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The chance to resit once should be allowed, on the proviso that your second mark sticks, and not the highest one.

At my college, those who did resits had to pay for them anyway.
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paddy
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#49
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#49
(Original post by Platocrates)
The chance to resit once should be allowed, on the proviso that your second mark sticks, and not the highest one.

At my college, those who did resits had to pay for them anyway.
Well everyone has to pay for them, the exam boards charge you for them.
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Ises
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#50
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#50
To be honest, I wish it was just like the old A-Levels, where you did it all at the end of the two years.
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kellywood_5
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#51
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#51
(Original post by paddylad)
Well everyone has to pay for them, the exam boards charge you for them.
Yeah, but some schools/colleges pay for resits. My school does.
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Kolya
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#52
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#52
(Original post by Niccolo)
My point is that the opportunity should not be allowed to exist, all for a revolting labour government to mask the fact that people are getting stupider/more ignorant than they ever were, largely due to its own policies.
Why should people who have roughly the same knowledge at the end of the two years receive different grades? It seems that you want to punish those who learn at a slower pace, or those who made a mistake at the start of their course. We should allow them them another chance to show what they know. I firmly think that somebody who acheived an A first time around should still receive the same grade as somebody who managed to get an A after five resits. Their knowledge of the A Level syllabus will roughly be the same at the end and therefore they should be awarded the same grade.

You have got the wrong end of the stick. Stopping resits is not the way to make A Levels more difficult. You need to increase the actual difficulty of the questions on the test to do this. This method is far more fair and beneficial to all than stopping resits.
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Niccolo
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#53
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#53
(Original post by Baal_k)
Why should people who have roughly the same knowledge at the end of the two years receive different grades? It seems that you want to punish those who learn at a slower pace, or those who made a mistake at the start of their course. We should allow them them another chance to show what they know. I firmly think that somebody who acheived an A first time around should still receive the same grade as somebody who managed to get an A after five resits. Their knowledge of the A Level syllabus will roughly be the same at the end and therefore they should be awarded the same grade.

You have got the wrong end of the stick. Stopping resits is not the way to make A Levels more difficult. You need to increase the actual difficulty of the questions on the test to do this. This method is far more fair and beneficial to all than stopping resits.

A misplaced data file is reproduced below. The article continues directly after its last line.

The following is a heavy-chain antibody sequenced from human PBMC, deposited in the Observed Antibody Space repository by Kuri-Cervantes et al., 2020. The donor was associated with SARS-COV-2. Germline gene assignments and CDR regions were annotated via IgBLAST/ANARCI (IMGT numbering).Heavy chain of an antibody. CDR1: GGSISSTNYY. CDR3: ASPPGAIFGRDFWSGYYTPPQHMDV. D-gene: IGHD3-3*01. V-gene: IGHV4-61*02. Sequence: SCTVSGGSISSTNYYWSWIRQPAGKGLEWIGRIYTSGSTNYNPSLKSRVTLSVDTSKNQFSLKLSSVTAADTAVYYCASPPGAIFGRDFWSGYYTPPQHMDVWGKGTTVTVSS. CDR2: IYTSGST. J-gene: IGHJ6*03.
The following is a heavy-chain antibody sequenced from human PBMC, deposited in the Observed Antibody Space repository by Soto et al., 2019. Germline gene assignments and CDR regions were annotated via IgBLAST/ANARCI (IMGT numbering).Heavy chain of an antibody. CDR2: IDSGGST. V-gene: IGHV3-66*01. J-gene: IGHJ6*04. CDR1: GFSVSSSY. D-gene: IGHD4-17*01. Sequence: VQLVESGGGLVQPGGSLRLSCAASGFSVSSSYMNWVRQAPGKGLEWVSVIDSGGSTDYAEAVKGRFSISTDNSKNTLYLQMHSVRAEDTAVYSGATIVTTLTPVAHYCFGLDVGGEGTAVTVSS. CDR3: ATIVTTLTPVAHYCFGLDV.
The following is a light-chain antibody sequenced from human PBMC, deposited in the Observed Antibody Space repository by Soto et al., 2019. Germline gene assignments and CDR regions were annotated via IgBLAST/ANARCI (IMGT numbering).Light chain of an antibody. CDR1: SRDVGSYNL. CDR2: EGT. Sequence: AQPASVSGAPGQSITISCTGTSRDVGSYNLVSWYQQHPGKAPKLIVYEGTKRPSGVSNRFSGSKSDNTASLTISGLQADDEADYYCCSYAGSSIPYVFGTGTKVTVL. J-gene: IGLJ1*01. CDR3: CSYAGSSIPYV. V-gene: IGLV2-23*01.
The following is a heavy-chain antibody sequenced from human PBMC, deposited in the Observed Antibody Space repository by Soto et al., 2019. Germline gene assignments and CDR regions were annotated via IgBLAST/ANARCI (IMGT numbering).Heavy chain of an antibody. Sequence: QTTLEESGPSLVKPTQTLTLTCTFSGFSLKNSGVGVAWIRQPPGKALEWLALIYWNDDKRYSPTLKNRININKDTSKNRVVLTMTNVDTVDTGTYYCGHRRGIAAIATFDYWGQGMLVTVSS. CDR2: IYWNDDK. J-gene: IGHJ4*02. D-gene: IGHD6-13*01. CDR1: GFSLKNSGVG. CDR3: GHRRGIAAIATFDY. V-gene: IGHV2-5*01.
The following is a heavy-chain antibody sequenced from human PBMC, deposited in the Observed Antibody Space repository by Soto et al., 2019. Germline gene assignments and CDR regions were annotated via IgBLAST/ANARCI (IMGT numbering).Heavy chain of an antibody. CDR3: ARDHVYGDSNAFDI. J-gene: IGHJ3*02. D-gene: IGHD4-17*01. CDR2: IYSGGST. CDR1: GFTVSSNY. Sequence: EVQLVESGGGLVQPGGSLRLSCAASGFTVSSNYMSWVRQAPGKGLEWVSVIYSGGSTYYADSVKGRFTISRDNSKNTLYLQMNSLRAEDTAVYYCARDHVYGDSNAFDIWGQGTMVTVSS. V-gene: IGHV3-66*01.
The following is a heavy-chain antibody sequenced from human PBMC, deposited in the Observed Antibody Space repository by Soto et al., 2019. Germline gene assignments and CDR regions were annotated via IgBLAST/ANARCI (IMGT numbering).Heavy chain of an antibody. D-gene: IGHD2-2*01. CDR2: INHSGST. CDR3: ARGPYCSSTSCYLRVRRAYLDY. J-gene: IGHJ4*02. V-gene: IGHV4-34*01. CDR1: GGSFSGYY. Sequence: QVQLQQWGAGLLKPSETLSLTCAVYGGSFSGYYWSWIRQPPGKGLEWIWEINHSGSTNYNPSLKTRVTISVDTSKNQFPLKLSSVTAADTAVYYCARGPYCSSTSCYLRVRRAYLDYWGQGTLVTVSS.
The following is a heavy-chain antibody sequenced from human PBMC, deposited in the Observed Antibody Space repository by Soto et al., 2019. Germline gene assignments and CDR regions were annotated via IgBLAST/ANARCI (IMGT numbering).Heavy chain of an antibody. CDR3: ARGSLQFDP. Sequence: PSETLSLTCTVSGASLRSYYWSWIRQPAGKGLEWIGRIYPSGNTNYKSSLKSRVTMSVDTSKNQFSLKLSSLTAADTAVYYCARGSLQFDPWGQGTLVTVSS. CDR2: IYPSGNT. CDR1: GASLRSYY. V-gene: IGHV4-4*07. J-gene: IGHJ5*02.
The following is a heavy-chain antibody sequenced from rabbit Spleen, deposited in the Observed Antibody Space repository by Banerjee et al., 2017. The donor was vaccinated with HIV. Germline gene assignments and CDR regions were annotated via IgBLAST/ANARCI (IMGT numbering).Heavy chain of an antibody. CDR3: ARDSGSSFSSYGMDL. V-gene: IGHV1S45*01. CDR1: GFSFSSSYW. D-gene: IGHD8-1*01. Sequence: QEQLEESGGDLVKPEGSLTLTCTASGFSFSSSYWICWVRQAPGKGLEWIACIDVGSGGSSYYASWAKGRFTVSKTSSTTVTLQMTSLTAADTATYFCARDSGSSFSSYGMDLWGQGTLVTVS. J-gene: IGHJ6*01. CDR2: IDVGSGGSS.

So if an employer/competitive university actively looks for people who learn quickly/do not need to repeat things god knows how many times to get it right, you think its fair that someone who does 5 resits gets the same grade as someone whp gets an A after their first attempt? Thats disgusting, and totally fraudulent, unless their certificate is clearly marked 'RESIT' with the number of attempts next to it. If this was the case then id have no problem at all.
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ThornsnRoses
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#54
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(Original post by Niccolo)
So if an employer/competitive university actively looks for people who learn quickly/do not need to repeat things god knows how many times to get it right, you think its fair that someone who does 5 resits gets the same grade as someone whp gets an A after their first attempt? Thats disgusting, and totally fraudulent, unless their certificate is clearly marked 'RESIT' with the number of attempts next to it. If this was the case then id have no problem at all.
I agree, they should declare the grades you got at each retake. Because its also not fair on people who are told to retake by their schools, who for example already achieved As but need/want higher As to be lumped in with the people who get Ds and retake to get As or whatever grades.

I don’t think retakes should be disallowed because if you have the potential to get an A, why not be given the opportunity? Although, I do appreciate the problem with allowing retakes for subjects like Maths, and languages.
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Kolya
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#55
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(Original post by Niccolo)
So if an employer/competitive university actively looks for people who learn quickly/do not need to repeat things god knows how many times to get it right, you think its fair that someone who does 5 resits gets the same grade as someone whp gets an A after their first attempt?
This is not the purpose of the A Level examinations. If one was to take a look at a typical specification then they would find an overview like this:

"This History specification encourages candidates to develop their
capacity for critical thinking and to see relationships between the
different aspects of history in its broader perspectives, such as